My friend and colleague, Donald Rieck, died late last week in an automobile accident. He leaves two charming and very young children. He also leaves many friends throughout the conservative movement, and shocked colleagues at The American Spectator. He was 50 years old.
As Roger Kaplan chronicled in his Spectator obituary Don was “a force to be reckoned with. Burly, direct, always busy, he was the kind of man who let you know he wanted whatever he asked for yesterday, even if he had not mentioned it yet, and yet you never thought he was putting pressure on you that he was not putting on himself. …” And Roger concluded “… you knew, with Don, whatever the stress and strain, you were in this together, the glory of our cause and the success of our magazine.”
When I told Don I favored Donald Trump in the 2016 election, he swallowed hard and continued to carry out the tasks assigned him with his customary brio. In time he came around. He was a sensible man. He was deeply conservative and highly practical. When I think about how conservatives such as Don responded to Mr. Trump’s election as opposed to the response of the Never-Trumpers I come away with even less respect for the Never-Trumpers. Don Rieck had as much amour propre as the next guy, but he also wanted his conservatism to triumph. With Donald Trump it triumphed.
The conservative movement is abounding with intellectuals. Most are not up to the grade of an earlier generation of conservative intellectuals, but they are intelligent enough. Yet what conservatism is truly in need of are what we might call “the business guys.” That is to say, guys that make things work. Or another way of saying it, guys that make the intellectuals run on time.
Which reminds me of another “business guy” that the conservative movement lost this month, though thankfully not so abruptly or tragically, Ed Feulner. Ed is stepping down as the interim president of the Heritage Foundation. After spending months looking for his successor, Ed finally found his replacement in Kay Coles James. We wish her the best. Ed seems to think she is the best.
From 1977 to 2013 Ed had led the Heritage Foundation through a period of unmatched growth. Its budget grew from around $1 million in 1976 to almost $92 million in 2016, and with that growth its influence grew apace. Ed had surrounded himself with intellectuals at the conservative movement’s premier think tank, but he also brought with him the business guys. Which is to say, people who could organize Heritage to serve as a corporation of ideas. Under Ed Heritage produced a product — position papers, social science studies, that sort of thing — that official Washington would read. In fact, official Washington felt it had to read Heritage’s product. Before Ed took over Heritage in 1977 the think tank had four different presidents in four years. Ed solved Heritage’s problem and he came in again in May of last year to run things when the foundation found itself in a rough patch.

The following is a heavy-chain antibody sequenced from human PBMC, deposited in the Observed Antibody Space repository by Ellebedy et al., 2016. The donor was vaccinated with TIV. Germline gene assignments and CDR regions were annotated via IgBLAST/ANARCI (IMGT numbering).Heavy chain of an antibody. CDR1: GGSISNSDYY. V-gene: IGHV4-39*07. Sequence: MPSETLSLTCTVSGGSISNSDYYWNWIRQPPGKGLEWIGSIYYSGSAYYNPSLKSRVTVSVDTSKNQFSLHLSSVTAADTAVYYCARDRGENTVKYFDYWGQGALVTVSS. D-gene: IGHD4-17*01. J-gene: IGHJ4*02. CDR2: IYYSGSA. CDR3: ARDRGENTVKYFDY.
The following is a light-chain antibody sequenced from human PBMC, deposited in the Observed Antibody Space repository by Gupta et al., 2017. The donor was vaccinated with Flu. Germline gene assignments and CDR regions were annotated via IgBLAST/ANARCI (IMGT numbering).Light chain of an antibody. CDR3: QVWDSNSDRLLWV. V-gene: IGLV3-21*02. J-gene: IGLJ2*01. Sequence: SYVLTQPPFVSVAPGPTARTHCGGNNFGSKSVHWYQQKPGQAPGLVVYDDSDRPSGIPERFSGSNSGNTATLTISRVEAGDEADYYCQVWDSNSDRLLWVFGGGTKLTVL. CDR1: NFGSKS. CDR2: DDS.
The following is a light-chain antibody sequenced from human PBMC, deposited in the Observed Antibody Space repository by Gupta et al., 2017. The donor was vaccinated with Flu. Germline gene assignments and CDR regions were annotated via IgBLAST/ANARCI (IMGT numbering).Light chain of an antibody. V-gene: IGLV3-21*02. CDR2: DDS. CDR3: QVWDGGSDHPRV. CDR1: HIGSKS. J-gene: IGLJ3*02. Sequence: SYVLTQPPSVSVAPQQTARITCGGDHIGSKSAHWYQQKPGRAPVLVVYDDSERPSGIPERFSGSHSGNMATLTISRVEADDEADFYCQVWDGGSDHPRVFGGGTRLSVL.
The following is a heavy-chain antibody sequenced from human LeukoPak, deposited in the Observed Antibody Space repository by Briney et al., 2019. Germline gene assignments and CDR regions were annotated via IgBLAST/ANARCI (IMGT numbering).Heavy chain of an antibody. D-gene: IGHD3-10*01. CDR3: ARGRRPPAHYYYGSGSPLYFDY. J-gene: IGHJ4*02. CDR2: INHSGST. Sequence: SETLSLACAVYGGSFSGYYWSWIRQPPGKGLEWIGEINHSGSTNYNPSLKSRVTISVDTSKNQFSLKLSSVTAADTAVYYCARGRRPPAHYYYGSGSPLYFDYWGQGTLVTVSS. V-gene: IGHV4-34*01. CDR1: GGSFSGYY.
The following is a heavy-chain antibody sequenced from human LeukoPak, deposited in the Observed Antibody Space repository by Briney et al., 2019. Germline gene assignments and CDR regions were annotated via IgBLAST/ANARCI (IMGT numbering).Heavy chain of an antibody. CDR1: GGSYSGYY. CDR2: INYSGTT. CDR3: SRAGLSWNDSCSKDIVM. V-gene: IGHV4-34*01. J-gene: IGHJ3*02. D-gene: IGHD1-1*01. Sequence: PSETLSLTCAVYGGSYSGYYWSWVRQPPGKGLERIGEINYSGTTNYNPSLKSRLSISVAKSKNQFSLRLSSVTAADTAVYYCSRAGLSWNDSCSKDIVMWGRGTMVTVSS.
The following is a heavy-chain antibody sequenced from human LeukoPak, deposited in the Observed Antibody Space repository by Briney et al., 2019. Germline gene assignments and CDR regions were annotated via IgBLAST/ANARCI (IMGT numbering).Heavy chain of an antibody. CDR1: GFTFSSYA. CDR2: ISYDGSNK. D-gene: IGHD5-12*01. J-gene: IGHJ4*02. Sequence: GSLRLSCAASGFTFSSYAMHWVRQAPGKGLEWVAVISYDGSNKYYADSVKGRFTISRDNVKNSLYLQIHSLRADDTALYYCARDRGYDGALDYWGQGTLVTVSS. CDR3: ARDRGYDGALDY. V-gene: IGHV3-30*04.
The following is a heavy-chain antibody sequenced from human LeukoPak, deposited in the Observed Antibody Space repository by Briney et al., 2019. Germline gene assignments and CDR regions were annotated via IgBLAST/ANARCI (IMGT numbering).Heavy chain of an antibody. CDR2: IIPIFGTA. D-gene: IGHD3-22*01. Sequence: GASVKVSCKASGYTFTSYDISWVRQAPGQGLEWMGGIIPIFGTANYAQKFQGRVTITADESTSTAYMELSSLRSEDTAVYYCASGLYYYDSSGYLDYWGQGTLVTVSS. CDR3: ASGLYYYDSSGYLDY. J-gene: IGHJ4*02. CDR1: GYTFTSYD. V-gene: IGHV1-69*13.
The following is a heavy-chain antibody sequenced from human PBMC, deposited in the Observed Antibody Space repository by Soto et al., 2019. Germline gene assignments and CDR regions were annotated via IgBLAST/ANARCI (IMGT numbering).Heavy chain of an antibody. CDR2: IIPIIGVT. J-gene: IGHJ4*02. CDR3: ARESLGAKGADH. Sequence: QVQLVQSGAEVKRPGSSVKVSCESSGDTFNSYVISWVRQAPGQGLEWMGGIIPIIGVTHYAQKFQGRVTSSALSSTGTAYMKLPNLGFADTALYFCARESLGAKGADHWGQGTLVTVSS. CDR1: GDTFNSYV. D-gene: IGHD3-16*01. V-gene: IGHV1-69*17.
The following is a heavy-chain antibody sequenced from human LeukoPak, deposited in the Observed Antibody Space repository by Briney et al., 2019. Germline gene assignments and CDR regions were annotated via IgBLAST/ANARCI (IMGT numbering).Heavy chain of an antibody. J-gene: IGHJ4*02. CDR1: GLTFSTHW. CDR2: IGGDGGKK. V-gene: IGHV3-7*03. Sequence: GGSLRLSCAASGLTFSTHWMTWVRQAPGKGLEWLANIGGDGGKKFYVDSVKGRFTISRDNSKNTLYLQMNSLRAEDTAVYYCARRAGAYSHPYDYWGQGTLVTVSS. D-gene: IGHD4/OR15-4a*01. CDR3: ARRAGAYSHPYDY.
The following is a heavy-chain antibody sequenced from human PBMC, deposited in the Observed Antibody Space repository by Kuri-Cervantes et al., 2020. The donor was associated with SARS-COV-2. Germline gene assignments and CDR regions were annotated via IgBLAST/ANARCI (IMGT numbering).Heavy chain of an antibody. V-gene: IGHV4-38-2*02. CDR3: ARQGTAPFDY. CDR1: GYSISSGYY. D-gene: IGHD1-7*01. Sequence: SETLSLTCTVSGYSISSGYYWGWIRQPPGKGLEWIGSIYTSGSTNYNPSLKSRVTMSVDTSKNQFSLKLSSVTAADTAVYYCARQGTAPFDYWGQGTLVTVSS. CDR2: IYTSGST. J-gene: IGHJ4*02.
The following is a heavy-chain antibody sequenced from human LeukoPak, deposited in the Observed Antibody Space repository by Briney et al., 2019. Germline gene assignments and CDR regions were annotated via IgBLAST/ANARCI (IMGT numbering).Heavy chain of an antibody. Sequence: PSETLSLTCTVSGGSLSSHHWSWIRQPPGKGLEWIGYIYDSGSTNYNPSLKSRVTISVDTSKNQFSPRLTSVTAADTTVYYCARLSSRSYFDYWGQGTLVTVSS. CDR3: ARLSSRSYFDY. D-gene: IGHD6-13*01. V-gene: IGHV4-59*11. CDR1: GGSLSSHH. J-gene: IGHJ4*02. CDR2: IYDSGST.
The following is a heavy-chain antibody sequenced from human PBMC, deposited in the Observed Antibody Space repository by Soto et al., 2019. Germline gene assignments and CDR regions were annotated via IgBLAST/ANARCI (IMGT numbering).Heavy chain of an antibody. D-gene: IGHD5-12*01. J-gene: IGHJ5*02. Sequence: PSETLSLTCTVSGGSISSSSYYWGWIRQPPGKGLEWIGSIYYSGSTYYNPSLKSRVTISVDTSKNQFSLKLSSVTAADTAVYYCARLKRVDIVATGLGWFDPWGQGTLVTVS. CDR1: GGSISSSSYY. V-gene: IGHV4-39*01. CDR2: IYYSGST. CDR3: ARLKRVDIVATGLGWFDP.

True business guys are hard to find, particularly business guys whose business is ideas. They have to balance enormous egos (their intellectuals) with practical questions, fund-raising with budgets for disseminating their products. Ed was a master at it and Don admired what Ed had achieved wholeheartedly. He met with Ed to gather ideas and understand Ed’s technique. One of Don’s proudest achievements was conferring on Ed the Spectator’s annual Service to the Movement Award. Another hero of Don’s at Heritage was the Baron Von Kannon, a masterful fundraiser who died in 2015, and, by the way, was on the Board of Directors of The American Spectator for many years. In fact, the Baron began his career at the Spectator as our publisher.
The reason I say that the business guys are irreplaceable is that someone has to raise the money for the intellectuals to spend. Someone has to render order to their often-disorderly lives. Hayek, Friedman, and the rest of the conservative intellectual corps would remain lonely voices in the wilderness if a business guy did not step in with the funds and the organizational sense. That is why a foundation’s philanthropists are so crucial. They originate the money and often bring in the right business guy for the organization. Ed found the funders Don did too. The conservative movement, contrary to myth, is very small compared with the organizations of the left. Its whole budget amounts to a pittance when compared with the left’s overall expenditures. Reviewing the political scene today, I think you would agree with me. Guys like Ed and Don have done rather well.
• R. Emmett Tyrrell Jr. is founder and editor in chief of The American Spectator. He is the author most recently of “The Death of Liberalism,” published by Thomas Nelson Inc.